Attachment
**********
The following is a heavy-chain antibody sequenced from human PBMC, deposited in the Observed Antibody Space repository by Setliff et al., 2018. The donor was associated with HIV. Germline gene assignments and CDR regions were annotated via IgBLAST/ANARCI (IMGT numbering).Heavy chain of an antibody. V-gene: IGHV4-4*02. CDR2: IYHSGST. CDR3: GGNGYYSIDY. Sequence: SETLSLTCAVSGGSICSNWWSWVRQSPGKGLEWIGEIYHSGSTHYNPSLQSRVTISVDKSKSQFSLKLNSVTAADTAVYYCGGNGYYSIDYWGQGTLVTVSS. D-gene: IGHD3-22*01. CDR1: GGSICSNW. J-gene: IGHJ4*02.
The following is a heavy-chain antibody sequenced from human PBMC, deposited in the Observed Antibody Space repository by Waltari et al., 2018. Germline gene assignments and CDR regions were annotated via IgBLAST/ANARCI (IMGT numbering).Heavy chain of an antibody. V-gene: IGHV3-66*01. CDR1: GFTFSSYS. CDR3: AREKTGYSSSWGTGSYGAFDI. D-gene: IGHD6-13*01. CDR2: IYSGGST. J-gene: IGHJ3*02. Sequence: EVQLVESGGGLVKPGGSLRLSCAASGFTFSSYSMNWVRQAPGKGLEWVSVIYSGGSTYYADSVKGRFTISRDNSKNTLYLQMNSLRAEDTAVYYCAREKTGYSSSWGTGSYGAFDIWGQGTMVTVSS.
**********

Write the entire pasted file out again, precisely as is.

The following is a heavy-chain antibody sequenced from human PBMC, deposited in the Observed Antibody Space repository by Setliff et al., 2018. The donor was associated with HIV. Germline gene assignments and CDR regions were annotated via IgBLAST/ANARCI (IMGT numbering).Heavy chain of an antibody. V-gene: IGHV4-4*02. CDR2: IYHSGST. CDR3: GGNGYYSIDY. Sequence: SETLSLTCAVSGGSICSNWWSWVRQSPGKGLEWIGEIYHSGSTHYNPSLQSRVTISVDKSKSQFSLKLNSVTAADTAVYYCGGNGYYSIDYWGQGTLVTVSS. D-gene: IGHD3-22*01. CDR1: GGSICSNW. J-gene: IGHJ4*02.
The following is a heavy-chain antibody sequenced from human PBMC, deposited in the Observed Antibody Space repository by Waltari et al., 2018. Germline gene assignments and CDR regions were annotated via IgBLAST/ANARCI (IMGT numbering).Heavy chain of an antibody. V-gene: IGHV3-66*01. CDR1: GFTFSSYS. CDR3: AREKTGYSSSWGTGSYGAFDI. D-gene: IGHD6-13*01. CDR2: IYSGGST. J-gene: IGHJ3*02. Sequence: EVQLVESGGGLVKPGGSLRLSCAASGFTFSSYSMNWVRQAPGKGLEWVSVIYSGGSTYYADSVKGRFTISRDNSKNTLYLQMNSLRAEDTAVYYCAREKTGYSSSWGTGSYGAFDIWGQGTMVTVSS.